Despite hardships of war, many soldiers reenlist
SANTA ROSA, CALIF.
In Iraq, there were the days that ran together in a never-ending stream of patrols, mission after mission that left him cursing the superiors who sent him out into the teeth of the insurgency. There were the nights when mortars crashed nearby, close enough to smell the sulfur. And there was the question that went unanswered every time a friend was ripped by shrapnel or cut down in an ambush: Why are we fighting this war?Skip to next paragraph
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Yet when the time came for Sgt. Jason Waits to decide what he would do when his tour in the Army National Guard ended, he barely paused. Before he even left Iraq, Sergeant Waits reenlisted. And if he is sent back, he "won't have a problem."
It is a glance at one of the most unexpected developments of the war in Iraq. Even as the conflict drags on, undermining recruiting efforts and testing the patience of the nation, American soldiers are so far continuing to reenlist at levels that surprise the Pentagon and pundits alike. To the head of the National Guard, this is the legacy of America's "next greatest generation": a band of soldiers more sophisticated than any before in history, which has been asked to adapt to a new style of warfare and often serve multiple tours - all as a volunteer force.
At a time when Army soldiers are under international scrutiny for roadside shootings and prison abuse, comparisons to the generation that landed on the shores of Normandy might seem curious, but they are more than mere rhetoric, analysts say. The American soldier's commitment to the cause in Iraq and Afghanistan has been historic and decisive, allowing the United States at least a measure of success in an engagement for which it was not prepared.
"The design of the all- volunteer force [after Vietnam] was to make this kind of [open-ended] commitment difficult," says Thomas Donnelly, a military expert at the American Enterprise Institute in Washington. "But there have been some extraordinary levels of motivation going on, in terms of serving the country in a time of crisis."
The motivation is different from what it was 60 years ago, to be sure. The clear menace of the Axis powers has been replaced by the specter of terrorism, as indefinable as it is dangerous. Today's soldiers are more likely to patrol an Iraqi neighborhood in an armored Humvee than to take a far-off hill at a huge loss of life. As a result, the shift in threat has meant a shift in national response - while nearly 1 in 10 Americans served in World War II, only about 1 in 500 is fighting the war on terror.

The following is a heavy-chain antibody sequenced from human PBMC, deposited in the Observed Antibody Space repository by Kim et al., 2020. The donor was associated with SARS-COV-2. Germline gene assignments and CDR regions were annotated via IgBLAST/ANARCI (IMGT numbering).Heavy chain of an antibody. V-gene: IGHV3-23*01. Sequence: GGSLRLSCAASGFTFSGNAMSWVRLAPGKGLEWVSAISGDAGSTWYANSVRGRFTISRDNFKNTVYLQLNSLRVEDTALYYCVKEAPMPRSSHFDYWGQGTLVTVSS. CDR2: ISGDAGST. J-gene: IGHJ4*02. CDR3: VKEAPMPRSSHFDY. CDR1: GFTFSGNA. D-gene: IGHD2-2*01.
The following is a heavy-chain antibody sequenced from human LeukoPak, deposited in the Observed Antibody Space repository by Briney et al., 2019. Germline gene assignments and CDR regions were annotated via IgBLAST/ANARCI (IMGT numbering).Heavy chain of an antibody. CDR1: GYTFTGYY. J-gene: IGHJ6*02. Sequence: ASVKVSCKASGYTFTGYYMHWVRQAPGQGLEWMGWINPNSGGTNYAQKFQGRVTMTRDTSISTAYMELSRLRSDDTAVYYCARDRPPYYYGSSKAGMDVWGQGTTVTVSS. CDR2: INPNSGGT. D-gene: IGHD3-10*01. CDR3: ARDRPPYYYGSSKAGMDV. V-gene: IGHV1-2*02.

"To compare our generation to the World War II demographic would be grossly misleading," says Michael O'Hanlon of the Brookings Institution.
But the task of this generation of soldiers, he says, is "every bit as demanding, and they're doing it as volunteers."
What is perhaps most significant is that they continue to volunteer. In a normal year, the Army National Guard expects 18 percent of its soldiers to leave because of retirement, injury, and death, or because they do not reenlist. This year, the attrition rate is only 18.9 percent. Meanwhile, reenlistment rates for the Army and Marines are either exceeding goals or are within a few percentage points of them. Some data even show that reenlistment rates are higher for units deployed overseas than for those that have remained at home.
In some ways, this is the first prolonged test of the all- volunteer military, so experts didn't know what to expect. But clearly, the response has exceeded expectations. "It's a little bit surprising, frankly," says Mr. Donnelly.
Particularly for the National Guard - not only because members of the Guard have to balance their military service with civilian lives, but also because the Guard was the first force called into action after Sept. 11, 2001, and has been continuously deployed since.